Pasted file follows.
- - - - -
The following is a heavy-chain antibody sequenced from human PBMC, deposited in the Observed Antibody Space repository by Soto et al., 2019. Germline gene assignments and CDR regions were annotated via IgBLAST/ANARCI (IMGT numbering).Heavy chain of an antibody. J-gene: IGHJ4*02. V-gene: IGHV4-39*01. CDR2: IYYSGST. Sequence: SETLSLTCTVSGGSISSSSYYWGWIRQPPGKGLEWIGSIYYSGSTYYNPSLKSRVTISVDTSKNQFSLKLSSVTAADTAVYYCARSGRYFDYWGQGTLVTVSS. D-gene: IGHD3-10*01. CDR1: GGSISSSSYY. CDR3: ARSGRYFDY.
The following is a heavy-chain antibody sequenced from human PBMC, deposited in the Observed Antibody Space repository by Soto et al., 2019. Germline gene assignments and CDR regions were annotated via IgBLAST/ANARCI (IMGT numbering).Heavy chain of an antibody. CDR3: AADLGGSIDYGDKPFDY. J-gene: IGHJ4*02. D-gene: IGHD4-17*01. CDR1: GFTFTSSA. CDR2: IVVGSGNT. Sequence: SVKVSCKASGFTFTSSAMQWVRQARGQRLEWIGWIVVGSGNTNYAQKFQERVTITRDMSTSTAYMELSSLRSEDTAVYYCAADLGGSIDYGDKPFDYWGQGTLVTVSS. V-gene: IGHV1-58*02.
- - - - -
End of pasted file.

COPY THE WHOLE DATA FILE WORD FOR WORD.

The following is a heavy-chain antibody sequenced from human PBMC, deposited in the Observed Antibody Space repository by Soto et al., 2019. Germline gene assignments and CDR regions were annotated via IgBLAST/ANARCI (IMGT numbering).Heavy chain of an antibody. J-gene: IGHJ4*02. V-gene: IGHV4-39*01. CDR2: IYYSGST. Sequence: SETLSLTCTVSGGSISSSSYYWGWIRQPPGKGLEWIGSIYYSGSTYYNPSLKSRVTISVDTSKNQFSLKLSSVTAADTAVYYCARSGRYFDYWGQGTLVTVSS. D-gene: IGHD3-10*01. CDR1: GGSISSSSYY. CDR3: ARSGRYFDY.
The following is a heavy-chain antibody sequenced from human PBMC, deposited in the Observed Antibody Space repository by Soto et al., 2019. Germline gene assignments and CDR regions were annotated via IgBLAST/ANARCI (IMGT numbering).Heavy chain of an antibody. CDR3: AADLGGSIDYGDKPFDY. J-gene: IGHJ4*02. D-gene: IGHD4-17*01. CDR1: GFTFTSSA. CDR2: IVVGSGNT. Sequence: SVKVSCKASGFTFTSSAMQWVRQARGQRLEWIGWIVVGSGNTNYAQKFQERVTITRDMSTSTAYMELSSLRSEDTAVYYCAADLGGSIDYGDKPFDYWGQGTLVTVSS. V-gene: IGHV1-58*02.